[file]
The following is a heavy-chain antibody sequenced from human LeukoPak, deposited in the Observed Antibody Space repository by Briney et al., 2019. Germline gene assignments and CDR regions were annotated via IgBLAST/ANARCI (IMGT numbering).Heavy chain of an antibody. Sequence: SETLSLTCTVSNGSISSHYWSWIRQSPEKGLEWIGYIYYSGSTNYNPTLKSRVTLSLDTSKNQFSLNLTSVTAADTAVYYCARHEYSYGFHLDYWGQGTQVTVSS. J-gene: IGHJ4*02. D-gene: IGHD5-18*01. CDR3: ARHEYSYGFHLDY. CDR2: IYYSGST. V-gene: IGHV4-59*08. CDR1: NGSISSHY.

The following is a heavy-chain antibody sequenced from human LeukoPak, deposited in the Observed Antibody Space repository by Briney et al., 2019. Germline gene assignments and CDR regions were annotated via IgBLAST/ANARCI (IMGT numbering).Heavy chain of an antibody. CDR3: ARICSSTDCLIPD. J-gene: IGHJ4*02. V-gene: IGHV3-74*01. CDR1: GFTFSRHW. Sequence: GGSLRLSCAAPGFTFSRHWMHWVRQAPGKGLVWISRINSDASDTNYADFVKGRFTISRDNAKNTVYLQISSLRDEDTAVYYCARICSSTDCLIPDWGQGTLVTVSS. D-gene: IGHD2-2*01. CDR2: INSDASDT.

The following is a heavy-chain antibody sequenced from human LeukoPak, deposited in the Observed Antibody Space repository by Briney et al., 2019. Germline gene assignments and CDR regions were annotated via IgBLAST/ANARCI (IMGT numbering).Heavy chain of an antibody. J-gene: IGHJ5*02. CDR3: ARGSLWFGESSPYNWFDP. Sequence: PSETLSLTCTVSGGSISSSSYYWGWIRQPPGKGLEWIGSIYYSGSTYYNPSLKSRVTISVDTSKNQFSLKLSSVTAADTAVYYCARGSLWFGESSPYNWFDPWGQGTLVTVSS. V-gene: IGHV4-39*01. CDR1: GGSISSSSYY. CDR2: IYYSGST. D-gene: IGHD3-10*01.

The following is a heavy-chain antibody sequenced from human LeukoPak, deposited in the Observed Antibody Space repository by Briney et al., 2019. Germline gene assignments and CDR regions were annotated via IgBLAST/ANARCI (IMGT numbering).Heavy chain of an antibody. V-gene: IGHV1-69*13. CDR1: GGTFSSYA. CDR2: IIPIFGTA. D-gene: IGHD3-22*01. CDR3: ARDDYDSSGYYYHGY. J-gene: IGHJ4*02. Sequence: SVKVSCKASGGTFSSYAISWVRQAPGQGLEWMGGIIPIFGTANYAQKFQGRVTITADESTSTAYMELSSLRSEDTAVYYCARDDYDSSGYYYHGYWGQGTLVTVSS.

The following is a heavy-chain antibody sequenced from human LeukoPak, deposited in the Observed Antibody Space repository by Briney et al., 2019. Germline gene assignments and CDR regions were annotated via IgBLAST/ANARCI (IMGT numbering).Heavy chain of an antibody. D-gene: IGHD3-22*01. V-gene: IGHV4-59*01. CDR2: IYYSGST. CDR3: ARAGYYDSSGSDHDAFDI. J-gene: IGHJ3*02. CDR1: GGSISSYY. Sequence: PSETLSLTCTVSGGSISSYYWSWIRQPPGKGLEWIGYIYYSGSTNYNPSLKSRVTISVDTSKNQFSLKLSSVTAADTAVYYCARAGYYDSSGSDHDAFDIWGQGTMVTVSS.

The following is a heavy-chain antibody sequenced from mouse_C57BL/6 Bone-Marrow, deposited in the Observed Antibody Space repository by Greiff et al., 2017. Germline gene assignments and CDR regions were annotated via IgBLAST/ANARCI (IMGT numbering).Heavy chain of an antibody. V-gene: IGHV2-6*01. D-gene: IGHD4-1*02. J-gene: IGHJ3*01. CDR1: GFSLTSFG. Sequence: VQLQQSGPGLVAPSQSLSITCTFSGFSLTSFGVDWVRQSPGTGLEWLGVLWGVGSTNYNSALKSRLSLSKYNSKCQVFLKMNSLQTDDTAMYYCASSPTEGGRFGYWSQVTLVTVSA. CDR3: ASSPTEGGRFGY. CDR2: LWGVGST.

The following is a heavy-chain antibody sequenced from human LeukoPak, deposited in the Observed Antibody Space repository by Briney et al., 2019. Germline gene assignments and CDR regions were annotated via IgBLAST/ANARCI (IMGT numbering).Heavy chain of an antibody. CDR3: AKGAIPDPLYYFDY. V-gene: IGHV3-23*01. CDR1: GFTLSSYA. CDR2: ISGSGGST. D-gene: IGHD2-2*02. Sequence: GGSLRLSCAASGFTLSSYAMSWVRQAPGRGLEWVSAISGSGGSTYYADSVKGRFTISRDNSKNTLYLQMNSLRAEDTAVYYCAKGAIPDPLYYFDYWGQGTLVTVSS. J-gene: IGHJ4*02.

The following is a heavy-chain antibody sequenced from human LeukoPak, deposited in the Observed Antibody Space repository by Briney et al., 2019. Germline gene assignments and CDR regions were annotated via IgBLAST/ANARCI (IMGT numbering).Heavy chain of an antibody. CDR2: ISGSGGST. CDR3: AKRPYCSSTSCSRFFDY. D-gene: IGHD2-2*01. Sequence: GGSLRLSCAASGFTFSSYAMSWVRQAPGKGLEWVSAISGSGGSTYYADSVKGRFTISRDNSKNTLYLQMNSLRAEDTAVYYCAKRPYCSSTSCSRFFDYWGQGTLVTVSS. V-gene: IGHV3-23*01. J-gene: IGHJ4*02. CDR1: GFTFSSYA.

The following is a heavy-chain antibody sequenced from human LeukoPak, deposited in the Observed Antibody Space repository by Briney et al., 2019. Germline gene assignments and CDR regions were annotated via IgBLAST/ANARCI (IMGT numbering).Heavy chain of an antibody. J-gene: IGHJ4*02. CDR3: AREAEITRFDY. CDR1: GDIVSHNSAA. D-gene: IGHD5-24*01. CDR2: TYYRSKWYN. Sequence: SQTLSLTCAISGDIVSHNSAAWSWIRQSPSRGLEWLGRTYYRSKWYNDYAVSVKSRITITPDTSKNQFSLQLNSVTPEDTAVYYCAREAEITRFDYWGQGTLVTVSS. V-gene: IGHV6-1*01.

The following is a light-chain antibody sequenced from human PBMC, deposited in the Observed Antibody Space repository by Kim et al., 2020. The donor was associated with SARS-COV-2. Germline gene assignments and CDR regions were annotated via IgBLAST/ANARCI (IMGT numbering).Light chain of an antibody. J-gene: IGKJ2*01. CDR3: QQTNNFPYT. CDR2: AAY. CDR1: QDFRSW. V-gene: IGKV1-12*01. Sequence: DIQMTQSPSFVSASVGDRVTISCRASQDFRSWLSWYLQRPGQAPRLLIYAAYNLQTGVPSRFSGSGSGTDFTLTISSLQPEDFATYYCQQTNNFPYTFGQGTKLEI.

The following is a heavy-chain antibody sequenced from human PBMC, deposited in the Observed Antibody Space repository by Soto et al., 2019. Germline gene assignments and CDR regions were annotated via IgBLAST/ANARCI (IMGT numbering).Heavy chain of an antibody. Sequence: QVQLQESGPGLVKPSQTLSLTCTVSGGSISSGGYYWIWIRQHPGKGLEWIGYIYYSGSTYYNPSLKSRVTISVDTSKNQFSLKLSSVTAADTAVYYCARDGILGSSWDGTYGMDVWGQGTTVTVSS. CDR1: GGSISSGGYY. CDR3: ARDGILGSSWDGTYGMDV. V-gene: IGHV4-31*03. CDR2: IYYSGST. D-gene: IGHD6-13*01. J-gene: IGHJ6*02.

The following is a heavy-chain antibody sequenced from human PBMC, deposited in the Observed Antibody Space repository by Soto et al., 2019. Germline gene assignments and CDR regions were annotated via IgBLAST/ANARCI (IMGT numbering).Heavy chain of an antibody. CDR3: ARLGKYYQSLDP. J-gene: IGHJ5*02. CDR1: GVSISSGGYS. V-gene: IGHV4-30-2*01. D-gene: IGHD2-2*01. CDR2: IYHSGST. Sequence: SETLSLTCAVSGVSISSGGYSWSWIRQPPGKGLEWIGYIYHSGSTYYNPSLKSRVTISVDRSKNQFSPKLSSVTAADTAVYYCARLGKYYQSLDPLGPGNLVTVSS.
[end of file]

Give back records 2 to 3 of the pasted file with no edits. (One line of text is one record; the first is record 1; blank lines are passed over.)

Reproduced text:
The following is a heavy-chain antibody sequenced from human LeukoPak, deposited in the Observed Antibody Space repository by Briney et al., 2019. Germline gene assignments and CDR regions were annotated via IgBLAST/ANARCI (IMGT numbering).Heavy chain of an antibody. CDR3: ARICSSTDCLIPD. J-gene: IGHJ4*02. V-gene: IGHV3-74*01. CDR1: GFTFSRHW. Sequence: GGSLRLSCAAPGFTFSRHWMHWVRQAPGKGLVWISRINSDASDTNYADFVKGRFTISRDNAKNTVYLQISSLRDEDTAVYYCARICSSTDCLIPDWGQGTLVTVSS. D-gene: IGHD2-2*01. CDR2: INSDASDT.

The following is a heavy-chain antibody sequenced from human LeukoPak, deposited in the Observed Antibody Space repository by Briney et al., 2019. Germline gene assignments and CDR regions were annotated via IgBLAST/ANARCI (IMGT numbering).Heavy chain of an antibody. J-gene: IGHJ5*02. CDR3: ARGSLWFGESSPYNWFDP. Sequence: PSETLSLTCTVSGGSISSSSYYWGWIRQPPGKGLEWIGSIYYSGSTYYNPSLKSRVTISVDTSKNQFSLKLSSVTAADTAVYYCARGSLWFGESSPYNWFDPWGQGTLVTVSS. V-gene: IGHV4-39*01. CDR1: GGSISSSSYY. CDR2: IYYSGST. D-gene: IGHD3-10*01.